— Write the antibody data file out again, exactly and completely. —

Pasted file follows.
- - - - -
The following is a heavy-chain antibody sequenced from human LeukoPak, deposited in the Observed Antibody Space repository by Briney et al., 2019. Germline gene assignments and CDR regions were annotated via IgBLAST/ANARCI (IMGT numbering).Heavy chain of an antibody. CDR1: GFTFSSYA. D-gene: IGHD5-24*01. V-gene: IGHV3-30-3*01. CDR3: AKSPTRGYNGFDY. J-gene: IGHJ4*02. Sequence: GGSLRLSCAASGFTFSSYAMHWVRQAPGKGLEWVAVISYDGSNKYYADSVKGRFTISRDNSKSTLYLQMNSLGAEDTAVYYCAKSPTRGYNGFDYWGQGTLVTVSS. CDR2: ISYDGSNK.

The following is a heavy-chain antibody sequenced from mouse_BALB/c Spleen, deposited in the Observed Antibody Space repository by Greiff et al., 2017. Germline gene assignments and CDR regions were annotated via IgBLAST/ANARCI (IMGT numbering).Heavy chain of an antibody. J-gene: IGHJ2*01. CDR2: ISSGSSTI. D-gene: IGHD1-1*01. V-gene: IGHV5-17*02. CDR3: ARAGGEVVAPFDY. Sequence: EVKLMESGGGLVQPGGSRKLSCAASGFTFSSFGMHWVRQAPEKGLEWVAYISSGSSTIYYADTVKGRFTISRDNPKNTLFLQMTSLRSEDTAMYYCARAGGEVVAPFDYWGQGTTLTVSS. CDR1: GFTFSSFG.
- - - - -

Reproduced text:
The following is a heavy-chain antibody sequenced from human LeukoPak, deposited in the Observed Antibody Space repository by Briney et al., 2019. Germline gene assignments and CDR regions were annotated via IgBLAST/ANARCI (IMGT numbering).Heavy chain of an antibody. CDR1: GFTFSSYA. D-gene: IGHD5-24*01. V-gene: IGHV3-30-3*01. CDR3: AKSPTRGYNGFDY. J-gene: IGHJ4*02. Sequence: GGSLRLSCAASGFTFSSYAMHWVRQAPGKGLEWVAVISYDGSNKYYADSVKGRFTISRDNSKSTLYLQMNSLGAEDTAVYYCAKSPTRGYNGFDYWGQGTLVTVSS. CDR2: ISYDGSNK.

The following is a heavy-chain antibody sequenced from mouse_BALB/c Spleen, deposited in the Observed Antibody Space repository by Greiff et al., 2017. Germline gene assignments and CDR regions were annotated via IgBLAST/ANARCI (IMGT numbering).Heavy chain of an antibody. J-gene: IGHJ2*01. CDR2: ISSGSSTI. D-gene: IGHD1-1*01. V-gene: IGHV5-17*02. CDR3: ARAGGEVVAPFDY. Sequence: EVKLMESGGGLVQPGGSRKLSCAASGFTFSSFGMHWVRQAPEKGLEWVAYISSGSSTIYYADTVKGRFTISRDNPKNTLFLQMTSLRSEDTAMYYCARAGGEVVAPFDYWGQGTTLTVSS. CDR1: GFTFSSFG.